Mature Life Features

Cecil Scaglione, Editor

It Seems Like . . .

with one comment

. . .a million years ago,

but I recall being awakened one morning

by my neighbor mowing his lawn.

It was too early too get up,

so I just let him mow around me.

2 Can Live in Sin More Cheaply Than 1

It may not be entirely due to the fact that it’s no longer nec­essary to be married to be polit­ically correct, but the number of older couples living together without a marriage license has almost doubled over the past 2 1/2 decades, according to Census Bureau figures.

Taxes, divorce settlements, pro­bate laws and pension require­ments are all cited as possible sources of penalties if cohabit­ing couples decide to get mar­ried officially.

Elderly people who receive Supplemental Security Income can lose this benefit if they combine incomes through mar­riage. A partner with a sizeable estate can wreck a cozy finan­cial tax-shelter structure built over the years by the person he or she is living with if they decide to become legal spouses.

Latest figures indi­cate there are some 5 million couples older than 50 years of age living together without taking the trip to the altar or justice of the peace. This is almost 10 times more than the total at the turn of this century.

Among the reasons for remaining single while living together is the need to avoid tension among children that might re­sult when a parent — widowed or divorced – remarries. In many cases, couples who take up cohabitation discover their financial disparities early. The woman may still be work­ing and the man retired but ex­pects his spouse to support his champagne tastes on his beer-budget retirement income.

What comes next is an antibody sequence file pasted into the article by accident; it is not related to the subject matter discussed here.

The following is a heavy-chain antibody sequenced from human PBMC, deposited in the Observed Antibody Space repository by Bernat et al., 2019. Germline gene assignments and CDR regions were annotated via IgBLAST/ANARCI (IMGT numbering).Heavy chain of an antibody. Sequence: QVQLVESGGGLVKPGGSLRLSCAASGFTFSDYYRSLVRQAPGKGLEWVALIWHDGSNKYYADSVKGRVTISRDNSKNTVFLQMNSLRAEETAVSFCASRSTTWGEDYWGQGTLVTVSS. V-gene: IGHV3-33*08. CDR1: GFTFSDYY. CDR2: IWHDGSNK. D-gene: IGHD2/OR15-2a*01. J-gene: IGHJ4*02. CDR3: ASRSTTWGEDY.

Many financial issues in­volve divorced individuals, es­pecially those who receive court-ordered benefits resulting from the split. Widows and widowers may lose Social Security benefits due their deceased spouse if they remarry before they turn 60.

Wills and other legal docu­ments can help in the disposi­tion of assets when one or both partners die. But all financial issues should be discussed with children so they — yours and your partner’s — will not be surprised when one of you dies.

Compounding all these rules and regulations are a tangle of federal, state and regional laws that you have to check. For example, some states don’t rec­ognize cohabitation as legal.

Written by Cecil Scaglione

October 7, 2022 at 3:00 am

Posted in Aging, Finance

Tagged with , ,

One Response

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  1. I Like It!


    October 7, 2022 at 10:35 am

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